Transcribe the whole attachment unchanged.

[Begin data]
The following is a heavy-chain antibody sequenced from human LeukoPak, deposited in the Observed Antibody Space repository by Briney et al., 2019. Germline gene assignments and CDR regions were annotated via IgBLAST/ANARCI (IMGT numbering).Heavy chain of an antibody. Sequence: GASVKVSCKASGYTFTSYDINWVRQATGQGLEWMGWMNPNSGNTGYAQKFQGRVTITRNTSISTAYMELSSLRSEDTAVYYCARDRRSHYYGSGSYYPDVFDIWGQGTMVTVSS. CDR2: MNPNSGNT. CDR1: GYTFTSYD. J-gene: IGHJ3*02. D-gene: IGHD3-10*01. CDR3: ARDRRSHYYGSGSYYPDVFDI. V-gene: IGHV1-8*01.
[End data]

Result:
The following is a heavy-chain antibody sequenced from human LeukoPak, deposited in the Observed Antibody Space repository by Briney et al., 2019. Germline gene assignments and CDR regions were annotated via IgBLAST/ANARCI (IMGT numbering).Heavy chain of an antibody. Sequence: GASVKVSCKASGYTFTSYDINWVRQATGQGLEWMGWMNPNSGNTGYAQKFQGRVTITRNTSISTAYMELSSLRSEDTAVYYCARDRRSHYYGSGSYYPDVFDIWGQGTMVTVSS. CDR2: MNPNSGNT. CDR1: GYTFTSYD. J-gene: IGHJ3*02. D-gene: IGHD3-10*01. CDR3: ARDRRSHYYGSGSYYPDVFDI. V-gene: IGHV1-8*01.